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S03 E09 - "Spike At Your Service"


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I was really, really hoping that somebody else would speak out against this attitude, but nobody did. I'm very disappointed in you, Canterlot, and I won't be returning. Farewell.

I've seen several posts from other users that I thought were poorly-thought-out and/or pointless, and even some that I was disturbed by, but I never let it get to me, because these users have their own opinions, culture and society to deal with it. Some, harder than others.

Quitting an entire forum based on a single person's post without waiting for a response is a tad upsetting to me, HopeFox. I think you're one of the better users here, and I expect a better way for someone to deal with what is one of my less-serious posts of the forum.

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Hello. This episode, for me, had good moments, that helped me be entertained. However these moments were primarily to the side of the main plot which, in my opinion, was kind of ridiculous.

Spike needs to feel like a noble dragon by serving someone else because they saved his life... For one thing, that is so used in cartoons that it is a cliche, it can still be done well, however it made no sense whatsoever in this episode. I'm pretty sure that Spike has had his life saved by ponies in other episodes before this one. And more than that, Spike saved and entire empire, and probably Equestria by proxy, by getting the Crystal Heart into a position to be used by Princess Cadence... In short, he doesn't exactly owe anyone anything, he's saved all their lives.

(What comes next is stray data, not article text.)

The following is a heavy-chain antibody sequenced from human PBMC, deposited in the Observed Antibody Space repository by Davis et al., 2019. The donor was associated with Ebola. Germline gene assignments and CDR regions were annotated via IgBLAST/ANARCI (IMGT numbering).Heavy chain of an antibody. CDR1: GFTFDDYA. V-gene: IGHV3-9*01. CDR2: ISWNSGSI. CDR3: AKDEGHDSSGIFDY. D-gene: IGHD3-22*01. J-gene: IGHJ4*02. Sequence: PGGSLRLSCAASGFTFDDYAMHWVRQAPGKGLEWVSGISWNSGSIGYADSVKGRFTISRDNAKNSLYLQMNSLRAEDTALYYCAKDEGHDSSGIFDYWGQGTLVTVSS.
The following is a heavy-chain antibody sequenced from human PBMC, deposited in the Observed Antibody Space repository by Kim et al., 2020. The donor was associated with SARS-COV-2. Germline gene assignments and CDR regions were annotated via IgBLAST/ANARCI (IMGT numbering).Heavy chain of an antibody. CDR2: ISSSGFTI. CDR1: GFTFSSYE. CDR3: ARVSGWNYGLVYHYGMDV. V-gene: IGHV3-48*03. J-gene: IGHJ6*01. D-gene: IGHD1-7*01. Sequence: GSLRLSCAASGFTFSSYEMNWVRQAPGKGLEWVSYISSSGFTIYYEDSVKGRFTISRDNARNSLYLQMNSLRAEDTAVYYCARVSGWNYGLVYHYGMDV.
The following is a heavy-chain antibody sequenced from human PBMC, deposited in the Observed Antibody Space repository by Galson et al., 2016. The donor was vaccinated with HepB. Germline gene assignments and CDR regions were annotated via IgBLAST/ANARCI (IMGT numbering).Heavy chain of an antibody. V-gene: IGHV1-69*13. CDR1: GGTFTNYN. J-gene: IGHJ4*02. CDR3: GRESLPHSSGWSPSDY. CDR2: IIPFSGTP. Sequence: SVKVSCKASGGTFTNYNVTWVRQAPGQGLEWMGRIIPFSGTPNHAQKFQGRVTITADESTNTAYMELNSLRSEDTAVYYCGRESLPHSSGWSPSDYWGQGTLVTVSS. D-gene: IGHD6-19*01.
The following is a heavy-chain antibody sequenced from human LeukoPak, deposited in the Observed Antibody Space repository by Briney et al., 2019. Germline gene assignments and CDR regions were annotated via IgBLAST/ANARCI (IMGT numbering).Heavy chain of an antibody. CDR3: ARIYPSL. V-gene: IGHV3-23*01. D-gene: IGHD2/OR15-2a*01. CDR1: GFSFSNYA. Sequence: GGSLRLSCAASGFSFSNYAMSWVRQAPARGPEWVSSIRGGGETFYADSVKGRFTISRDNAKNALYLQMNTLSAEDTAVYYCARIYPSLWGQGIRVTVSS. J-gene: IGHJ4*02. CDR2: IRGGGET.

As for his being a complete clutz outside of the library... That was a little awkward, though I could buy it, buy that it was someplace new for him which was messing with his work. And then he built that tower of rocks perfectly, and counted every blade of grass in Sweet Apple Acres... ... yeah, they really should have had him doing most to everything well... that just wasn't Spike's day.

And as for the Timberwolves... he lodged a rock in their throat? The big, pulled together by branches creature? Cause I'm sure they need to breathe, and aren't, you know, animated golems possessed by spiritual energy... ... Anyways, yeah, that kind of aggravated me. I was totally expecting him to set them on fire or something. That would have worked better.

Now as for what I did like, as I've spent so much time saying what I didn't. Rarity's service fantasies, that fitted her. Rainbow Dash's self-based novel, taking her newfound love of books all the way with her own self focus, and Pinkie Pie's mustache... I can see why she was looking for an excuse to wear it. A truly villainous piece of facial hair...